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Sensitive Stomachs 4: The Yin and Yang of Nutrition


By Dr. Al Townshend

Digestive problems that occur relatively infrequently (once a month), such as vomiting, diarrhea, constipation, excessive gas, growling stomach, and depressed appetite, are often referred to as signs of a sensitive stomach. Most of the time, the issues are frustrating but not dangerous or life-threatening. 

In light of this, many Guardians have found the nutritional concepts of Traditional Chinese Medicine (TCM) have offered effective solutions for minor sensitive stomach signs and symptoms.

The Yin and Yang Concept

Yin and Yang theory — considered the most fundamental concept in TCM — drives the understanding of health and wellness among practitioners of this ancient system of health care. The theory informs how diagnoses are made, and underpins the physiology, pathology and treatment of illness. It is an important part of the study of TCM.[1]

Yin and Yang differentiate in many ways, but some simple underlying definitions include:

  1. The Yin sign represents cooling and rest.
  2. The Yang sign represents warming and active.

Animals, like people, can trend to one sign or another. Knowing how to recognize these traits may help identify and support your pets needs.

Signs Attributed to a Yin, or Cool Animal

  1. Cool animals tend to be older, overweight, sluggish, and more laid back. They prefer warmer areas and are reluctant to go out on cold days. 
  2. Cool pets may show signs of fatigue, stiffness, fecal incontinence, loss of appetite. 
  3. When sensitive stomach symptoms are present, feeding warming (Yang) foods containing lamb, chicken, oats, white rice, and turmeric can help restore balance.

Signs Attributed to a Yang, or Warm Animal  

  1. Warm pets are generally younger, outgoing, active; they often pant excessively and seek cooler places.
  2. These dogs may also be more prone to allergies and sensitivities. Many conditions our pets experience involve inflammation. Infection, irritation, and many primary problems that cause secondary sensitive stomach issues are warming and can benefit from cooling (Yin) foods.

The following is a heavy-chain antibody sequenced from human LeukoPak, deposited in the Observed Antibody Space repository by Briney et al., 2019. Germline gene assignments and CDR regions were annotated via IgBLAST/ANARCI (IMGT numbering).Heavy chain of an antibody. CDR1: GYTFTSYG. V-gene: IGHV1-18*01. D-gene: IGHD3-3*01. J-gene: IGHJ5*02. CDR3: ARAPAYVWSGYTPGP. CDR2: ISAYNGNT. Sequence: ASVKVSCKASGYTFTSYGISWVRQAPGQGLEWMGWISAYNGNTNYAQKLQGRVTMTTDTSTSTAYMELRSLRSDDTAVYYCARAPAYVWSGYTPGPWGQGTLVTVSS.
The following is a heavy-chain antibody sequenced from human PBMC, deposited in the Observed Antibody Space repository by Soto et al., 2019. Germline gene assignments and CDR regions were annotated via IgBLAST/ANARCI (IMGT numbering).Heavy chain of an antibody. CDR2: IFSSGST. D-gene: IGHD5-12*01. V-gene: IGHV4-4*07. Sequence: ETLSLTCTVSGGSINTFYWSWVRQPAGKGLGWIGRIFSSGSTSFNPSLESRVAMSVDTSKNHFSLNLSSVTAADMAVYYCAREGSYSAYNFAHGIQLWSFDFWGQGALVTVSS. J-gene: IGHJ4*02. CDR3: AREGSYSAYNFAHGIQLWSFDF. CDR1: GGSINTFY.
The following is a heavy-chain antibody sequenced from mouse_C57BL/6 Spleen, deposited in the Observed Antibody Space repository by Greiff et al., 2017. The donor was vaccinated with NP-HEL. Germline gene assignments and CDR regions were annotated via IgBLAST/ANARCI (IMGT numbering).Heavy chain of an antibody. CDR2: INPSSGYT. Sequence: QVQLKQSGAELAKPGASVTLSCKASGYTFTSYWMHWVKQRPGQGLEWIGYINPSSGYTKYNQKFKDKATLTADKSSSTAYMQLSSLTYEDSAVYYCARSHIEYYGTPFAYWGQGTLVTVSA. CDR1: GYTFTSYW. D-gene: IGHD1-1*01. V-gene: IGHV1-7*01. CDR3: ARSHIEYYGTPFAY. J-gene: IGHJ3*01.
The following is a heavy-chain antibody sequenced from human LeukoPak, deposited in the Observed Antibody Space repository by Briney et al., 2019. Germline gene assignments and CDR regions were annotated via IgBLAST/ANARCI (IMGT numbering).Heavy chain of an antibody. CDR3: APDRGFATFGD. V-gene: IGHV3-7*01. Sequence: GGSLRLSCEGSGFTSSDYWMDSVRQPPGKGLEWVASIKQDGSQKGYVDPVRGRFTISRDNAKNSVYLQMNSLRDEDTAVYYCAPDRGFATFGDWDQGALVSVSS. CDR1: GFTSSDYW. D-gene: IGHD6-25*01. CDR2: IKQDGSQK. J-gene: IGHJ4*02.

3. Cooling (Yin) foods such as duck, eggs, rabbit, fish, barley, brown rice, and flaxseed oil can help to restore their balance in a Yang pet.

Neutral Foods

Neutral foods are considered to not have either Yin or Yang characteristics and would be suitable for any animal to consume to help balance, harmonize, and improve palatability. Some examples of neutral foods are:

  • Neutral Proteins: Beef, Pork, Bison, Carp, Catfish, Herring, Mackerel, Goat’s Milk, Kidney Beans.
  • Neutral Vegetables: Cabbage, Carrots, Cauliflower, Green beans, Peas, Red Beans, String Beans, Pumpkin, Potato, Shitake Mushroom, and Yams.

Seasonal Variations

TCM views the world as a harmonious entity. So, all creatures are viewed in relation to the environment. The TCM philosophy subscribes to a rotational feeding, according to the seasons of the year. As the changing seasons alter the environment, it is believed that to remain in harmony with the universe we should nourish the Yang in the spring and summer and nourish the Yin in the fall and winter.

Taking a rotational feeding approach with your pet can help to not only create harmony, according to the philosophies of TCM, but can work to create interest at feeding time, can help to offer a more balanced and complete diet and can support a sensitive stomach.

TCM is a very comprehensive philosophy that goes well beyond feeding methodologies. However, TCM believes food is the foundation for health and that finding balance in the diet can have long lasting health benefits for ourselves and our pets.

[1]  Hailin Wu, OM Clinical / Faculty Supervisor, Program Director  https://www.amcollege.edu/blog/what-are-yin-and-yang

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